“Freedom of speech” in the United Kingdom?

| October 17, 2017

 

In the United Kingdom, freedom of speech is under threat. Two crucial events show this clearly: the banning of the Christian Union from Oxford’s fresher’s fair, and the banning of a pro-life vigil outside a Marie Stopes abortion clinic.

 

At Oxford, Balliol College banned the Christian Union from its fresher’s fair, an event for first-year students to get involved with clubs. The reason for such a ban was on the grounds that it would be “alienating” for students of other religions and constitute a “micro-aggression”.

The Balliol’s fair organizer argued that Christianity’s historic use as “an excuse for homophobia and certain forms of neo-colonialism” meant that students might feel “unwelcome” in their new college if the Christian Union had a stall.

Freddy Potts, vice-president of Balliol’s Junior Common Room (JCR) committee, said that if a representative from the Christian Union (CU) attended the fair, it could cause “potential harm” to first-year students. Their “sole concern is that the presence of the CU alone may alienate incoming students”. “Christianity”, he adds “has been damaging in its methods of conversion and rules of practice, and is still used in many places as an excuse for homophobia and certain forms of neo-colonialism”.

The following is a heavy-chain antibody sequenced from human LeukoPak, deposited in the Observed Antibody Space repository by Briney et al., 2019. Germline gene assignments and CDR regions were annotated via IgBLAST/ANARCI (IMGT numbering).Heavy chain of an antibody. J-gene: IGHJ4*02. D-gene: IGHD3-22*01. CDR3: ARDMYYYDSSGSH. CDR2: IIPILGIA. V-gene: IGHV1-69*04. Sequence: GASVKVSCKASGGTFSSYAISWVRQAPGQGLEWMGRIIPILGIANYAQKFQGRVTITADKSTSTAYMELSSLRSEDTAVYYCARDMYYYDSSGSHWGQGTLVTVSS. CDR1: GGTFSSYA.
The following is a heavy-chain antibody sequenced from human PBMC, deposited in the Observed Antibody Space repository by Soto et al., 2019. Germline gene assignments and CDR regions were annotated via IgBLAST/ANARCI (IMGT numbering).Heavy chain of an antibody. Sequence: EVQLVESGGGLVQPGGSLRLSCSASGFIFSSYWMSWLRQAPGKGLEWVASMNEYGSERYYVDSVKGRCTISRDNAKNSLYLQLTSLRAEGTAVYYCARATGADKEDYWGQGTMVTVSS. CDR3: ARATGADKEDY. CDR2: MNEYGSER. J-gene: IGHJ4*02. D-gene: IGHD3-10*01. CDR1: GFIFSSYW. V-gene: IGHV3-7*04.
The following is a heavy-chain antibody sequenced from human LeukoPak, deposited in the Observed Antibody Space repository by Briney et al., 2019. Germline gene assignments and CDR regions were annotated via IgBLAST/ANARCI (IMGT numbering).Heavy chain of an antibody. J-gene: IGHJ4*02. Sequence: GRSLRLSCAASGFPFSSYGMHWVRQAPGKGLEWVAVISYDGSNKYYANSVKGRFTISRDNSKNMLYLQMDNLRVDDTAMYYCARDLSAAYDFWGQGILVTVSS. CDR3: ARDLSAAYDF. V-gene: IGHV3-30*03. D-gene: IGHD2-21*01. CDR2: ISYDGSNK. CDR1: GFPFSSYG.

Lately, the JCR passed a motion condemning the JCR committees for “barring the participation of specific faith-based organizations because it was a violation of free speech, a violation of religious freedom, and sets dangerous precedents regarding the relationship between specific faiths and religious freedom”.

Dr. Joanna Williams, a university lecturer and author of Academic Freedom in an Age of Conformity, said the decision to ban the Christian Union was “completely bizarre”, saying “it is intolerance being exercised in the name of inclusion.”

 

However, the current threat to freedom of speech does not exist solely at universities is demonstrated by a case in London-Ealing.

 

A London borough council voted to stop the “Good Counsel Network” holding its daily vigils outside a Marie Stopes abortion clinic. The Good Counsel Network has held vigils for twenty-three years, offering leaflets with counselling support and possibility of financial aid to women considering an abortion.

Nevertheless, the London borough council may now use a Public Space Protection Order (PSPO) to enforce the ban. The so called “safe-space order”, introduced in 2014, can constitute an attach to freedom of speech by criminalising public activities that are considered unusual or unpopular, or with which the council disagree.

Such news shed light on the current attack on freedom of speech in the UK. There seems to be fewer and fewer spaces where it is “safe” and legally permissible to express your own opinion.

 

 

 

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